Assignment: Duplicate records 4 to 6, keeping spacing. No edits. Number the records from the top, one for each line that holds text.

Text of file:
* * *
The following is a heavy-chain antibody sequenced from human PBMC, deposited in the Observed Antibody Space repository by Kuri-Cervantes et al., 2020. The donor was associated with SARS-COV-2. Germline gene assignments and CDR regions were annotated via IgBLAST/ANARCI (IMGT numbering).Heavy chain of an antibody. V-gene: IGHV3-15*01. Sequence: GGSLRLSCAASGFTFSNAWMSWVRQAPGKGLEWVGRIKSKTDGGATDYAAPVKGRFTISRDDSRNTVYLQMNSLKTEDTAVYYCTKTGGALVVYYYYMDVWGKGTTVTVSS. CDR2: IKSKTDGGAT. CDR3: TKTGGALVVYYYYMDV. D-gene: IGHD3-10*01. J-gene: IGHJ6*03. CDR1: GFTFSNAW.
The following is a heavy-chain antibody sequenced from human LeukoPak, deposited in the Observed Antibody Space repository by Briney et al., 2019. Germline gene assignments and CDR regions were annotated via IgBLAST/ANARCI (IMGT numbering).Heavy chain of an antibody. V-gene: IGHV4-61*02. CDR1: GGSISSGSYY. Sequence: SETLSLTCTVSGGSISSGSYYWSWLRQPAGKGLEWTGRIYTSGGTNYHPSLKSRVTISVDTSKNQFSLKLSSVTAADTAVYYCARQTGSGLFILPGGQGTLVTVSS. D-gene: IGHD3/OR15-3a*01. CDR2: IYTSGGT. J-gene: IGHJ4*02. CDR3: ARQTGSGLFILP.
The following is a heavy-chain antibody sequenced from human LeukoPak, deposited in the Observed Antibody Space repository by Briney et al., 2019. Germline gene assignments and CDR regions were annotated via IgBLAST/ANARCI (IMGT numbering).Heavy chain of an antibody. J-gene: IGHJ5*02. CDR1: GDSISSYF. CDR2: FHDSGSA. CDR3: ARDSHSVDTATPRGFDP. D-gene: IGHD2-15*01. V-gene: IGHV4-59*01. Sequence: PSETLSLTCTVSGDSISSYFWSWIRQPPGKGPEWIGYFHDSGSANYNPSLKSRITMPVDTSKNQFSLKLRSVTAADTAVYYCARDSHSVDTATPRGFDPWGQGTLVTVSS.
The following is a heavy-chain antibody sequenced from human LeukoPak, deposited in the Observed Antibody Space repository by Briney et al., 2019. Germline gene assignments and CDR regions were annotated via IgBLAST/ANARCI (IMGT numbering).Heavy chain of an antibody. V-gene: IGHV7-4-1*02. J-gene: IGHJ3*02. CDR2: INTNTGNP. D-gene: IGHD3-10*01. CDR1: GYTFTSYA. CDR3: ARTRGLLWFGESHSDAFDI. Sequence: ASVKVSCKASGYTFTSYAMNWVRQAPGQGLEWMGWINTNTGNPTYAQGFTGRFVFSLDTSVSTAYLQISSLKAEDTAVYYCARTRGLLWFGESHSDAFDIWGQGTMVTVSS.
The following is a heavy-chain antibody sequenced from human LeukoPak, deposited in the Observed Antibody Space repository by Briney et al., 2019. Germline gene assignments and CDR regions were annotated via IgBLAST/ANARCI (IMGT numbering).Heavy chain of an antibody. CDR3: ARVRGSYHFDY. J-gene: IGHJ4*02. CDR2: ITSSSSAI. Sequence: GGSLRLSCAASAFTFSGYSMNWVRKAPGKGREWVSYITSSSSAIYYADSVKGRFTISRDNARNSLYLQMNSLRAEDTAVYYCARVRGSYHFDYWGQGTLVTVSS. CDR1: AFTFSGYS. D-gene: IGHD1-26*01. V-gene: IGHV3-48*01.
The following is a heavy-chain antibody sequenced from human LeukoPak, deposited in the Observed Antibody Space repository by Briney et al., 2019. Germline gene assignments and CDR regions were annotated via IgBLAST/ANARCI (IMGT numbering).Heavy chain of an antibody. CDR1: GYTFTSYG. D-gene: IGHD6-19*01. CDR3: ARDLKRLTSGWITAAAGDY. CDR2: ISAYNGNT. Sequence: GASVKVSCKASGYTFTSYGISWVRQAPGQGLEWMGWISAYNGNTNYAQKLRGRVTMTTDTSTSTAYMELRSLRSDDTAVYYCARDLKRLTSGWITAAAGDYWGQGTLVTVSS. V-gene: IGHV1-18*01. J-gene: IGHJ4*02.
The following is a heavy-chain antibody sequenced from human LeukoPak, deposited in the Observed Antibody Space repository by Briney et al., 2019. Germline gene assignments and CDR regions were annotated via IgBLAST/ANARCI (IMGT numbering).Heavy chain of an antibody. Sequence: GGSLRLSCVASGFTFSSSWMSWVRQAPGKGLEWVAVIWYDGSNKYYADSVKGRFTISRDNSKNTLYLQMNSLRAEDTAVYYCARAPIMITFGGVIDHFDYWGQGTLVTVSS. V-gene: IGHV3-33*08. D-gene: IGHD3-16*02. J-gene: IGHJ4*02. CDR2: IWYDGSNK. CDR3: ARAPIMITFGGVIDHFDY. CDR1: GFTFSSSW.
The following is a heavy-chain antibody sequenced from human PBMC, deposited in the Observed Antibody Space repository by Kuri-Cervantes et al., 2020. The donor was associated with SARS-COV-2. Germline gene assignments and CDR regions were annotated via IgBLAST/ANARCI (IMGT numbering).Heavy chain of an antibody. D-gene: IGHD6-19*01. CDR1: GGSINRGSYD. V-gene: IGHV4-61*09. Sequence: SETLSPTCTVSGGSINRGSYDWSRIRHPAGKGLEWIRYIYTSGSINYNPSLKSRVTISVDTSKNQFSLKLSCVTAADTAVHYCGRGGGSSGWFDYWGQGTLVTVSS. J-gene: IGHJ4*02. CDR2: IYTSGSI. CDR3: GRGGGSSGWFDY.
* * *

The following is a heavy-chain antibody sequenced from human LeukoPak, deposited in the Observed Antibody Space repository by Briney et al., 2019. Germline gene assignments and CDR regions were annotated via IgBLAST/ANARCI (IMGT numbering).Heavy chain of an antibody. V-gene: IGHV7-4-1*02. J-gene: IGHJ3*02. CDR2: INTNTGNP. D-gene: IGHD3-10*01. CDR1: GYTFTSYA. CDR3: ARTRGLLWFGESHSDAFDI. Sequence: ASVKVSCKASGYTFTSYAMNWVRQAPGQGLEWMGWINTNTGNPTYAQGFTGRFVFSLDTSVSTAYLQISSLKAEDTAVYYCARTRGLLWFGESHSDAFDIWGQGTMVTVSS.
The following is a heavy-chain antibody sequenced from human LeukoPak, deposited in the Observed Antibody Space repository by Briney et al., 2019. Germline gene assignments and CDR regions were annotated via IgBLAST/ANARCI (IMGT numbering).Heavy chain of an antibody. CDR3: ARVRGSYHFDY. J-gene: IGHJ4*02. CDR2: ITSSSSAI. Sequence: GGSLRLSCAASAFTFSGYSMNWVRKAPGKGREWVSYITSSSSAIYYADSVKGRFTISRDNARNSLYLQMNSLRAEDTAVYYCARVRGSYHFDYWGQGTLVTVSS. CDR1: AFTFSGYS. D-gene: IGHD1-26*01. V-gene: IGHV3-48*01.
The following is a heavy-chain antibody sequenced from human LeukoPak, deposited in the Observed Antibody Space repository by Briney et al., 2019. Germline gene assignments and CDR regions were annotated via IgBLAST/ANARCI (IMGT numbering).Heavy chain of an antibody. CDR1: GYTFTSYG. D-gene: IGHD6-19*01. CDR3: ARDLKRLTSGWITAAAGDY. CDR2: ISAYNGNT. Sequence: GASVKVSCKASGYTFTSYGISWVRQAPGQGLEWMGWISAYNGNTNYAQKLRGRVTMTTDTSTSTAYMELRSLRSDDTAVYYCARDLKRLTSGWITAAAGDYWGQGTLVTVSS. V-gene: IGHV1-18*01. J-gene: IGHJ4*02.